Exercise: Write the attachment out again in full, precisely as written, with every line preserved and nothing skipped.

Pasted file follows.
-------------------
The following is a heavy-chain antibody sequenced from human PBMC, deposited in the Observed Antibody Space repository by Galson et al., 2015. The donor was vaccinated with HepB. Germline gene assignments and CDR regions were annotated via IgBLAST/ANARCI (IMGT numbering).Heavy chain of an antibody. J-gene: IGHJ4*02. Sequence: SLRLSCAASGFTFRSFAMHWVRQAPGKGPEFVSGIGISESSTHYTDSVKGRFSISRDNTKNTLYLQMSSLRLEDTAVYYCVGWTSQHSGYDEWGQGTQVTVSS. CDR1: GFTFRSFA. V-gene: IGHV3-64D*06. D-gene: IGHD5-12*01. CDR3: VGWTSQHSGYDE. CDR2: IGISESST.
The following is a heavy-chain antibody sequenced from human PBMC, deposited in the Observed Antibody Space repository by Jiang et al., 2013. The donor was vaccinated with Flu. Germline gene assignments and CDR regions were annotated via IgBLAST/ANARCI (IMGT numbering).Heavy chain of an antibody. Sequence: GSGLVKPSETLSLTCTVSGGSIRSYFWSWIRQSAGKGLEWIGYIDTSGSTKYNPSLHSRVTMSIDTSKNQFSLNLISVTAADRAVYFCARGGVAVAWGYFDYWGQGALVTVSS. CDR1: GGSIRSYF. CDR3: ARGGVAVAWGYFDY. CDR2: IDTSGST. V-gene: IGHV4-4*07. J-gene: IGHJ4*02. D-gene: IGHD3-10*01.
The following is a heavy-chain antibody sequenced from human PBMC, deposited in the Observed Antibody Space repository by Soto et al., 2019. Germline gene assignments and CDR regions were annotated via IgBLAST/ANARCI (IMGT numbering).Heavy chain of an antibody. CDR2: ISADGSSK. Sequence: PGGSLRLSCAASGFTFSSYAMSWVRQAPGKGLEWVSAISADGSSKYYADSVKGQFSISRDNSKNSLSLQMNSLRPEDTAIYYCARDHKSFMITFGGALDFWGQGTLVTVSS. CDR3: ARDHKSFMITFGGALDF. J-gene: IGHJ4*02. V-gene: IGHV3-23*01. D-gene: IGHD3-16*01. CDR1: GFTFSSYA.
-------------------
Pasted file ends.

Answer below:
The following is a heavy-chain antibody sequenced from human PBMC, deposited in the Observed Antibody Space repository by Galson et al., 2015. The donor was vaccinated with HepB. Germline gene assignments and CDR regions were annotated via IgBLAST/ANARCI (IMGT numbering).Heavy chain of an antibody. J-gene: IGHJ4*02. Sequence: SLRLSCAASGFTFRSFAMHWVRQAPGKGPEFVSGIGISESSTHYTDSVKGRFSISRDNTKNTLYLQMSSLRLEDTAVYYCVGWTSQHSGYDEWGQGTQVTVSS. CDR1: GFTFRSFA. V-gene: IGHV3-64D*06. D-gene: IGHD5-12*01. CDR3: VGWTSQHSGYDE. CDR2: IGISESST.
The following is a heavy-chain antibody sequenced from human PBMC, deposited in the Observed Antibody Space repository by Jiang et al., 2013. The donor was vaccinated with Flu. Germline gene assignments and CDR regions were annotated via IgBLAST/ANARCI (IMGT numbering).Heavy chain of an antibody. Sequence: GSGLVKPSETLSLTCTVSGGSIRSYFWSWIRQSAGKGLEWIGYIDTSGSTKYNPSLHSRVTMSIDTSKNQFSLNLISVTAADRAVYFCARGGVAVAWGYFDYWGQGALVTVSS. CDR1: GGSIRSYF. CDR3: ARGGVAVAWGYFDY. CDR2: IDTSGST. V-gene: IGHV4-4*07. J-gene: IGHJ4*02. D-gene: IGHD3-10*01.
The following is a heavy-chain antibody sequenced from human PBMC, deposited in the Observed Antibody Space repository by Soto et al., 2019. Germline gene assignments and CDR regions were annotated via IgBLAST/ANARCI (IMGT numbering).Heavy chain of an antibody. CDR2: ISADGSSK. Sequence: PGGSLRLSCAASGFTFSSYAMSWVRQAPGKGLEWVSAISADGSSKYYADSVKGQFSISRDNSKNSLSLQMNSLRPEDTAIYYCARDHKSFMITFGGALDFWGQGTLVTVSS. CDR3: ARDHKSFMITFGGALDF. J-gene: IGHJ4*02. V-gene: IGHV3-23*01. D-gene: IGHD3-16*01. CDR1: GFTFSSYA.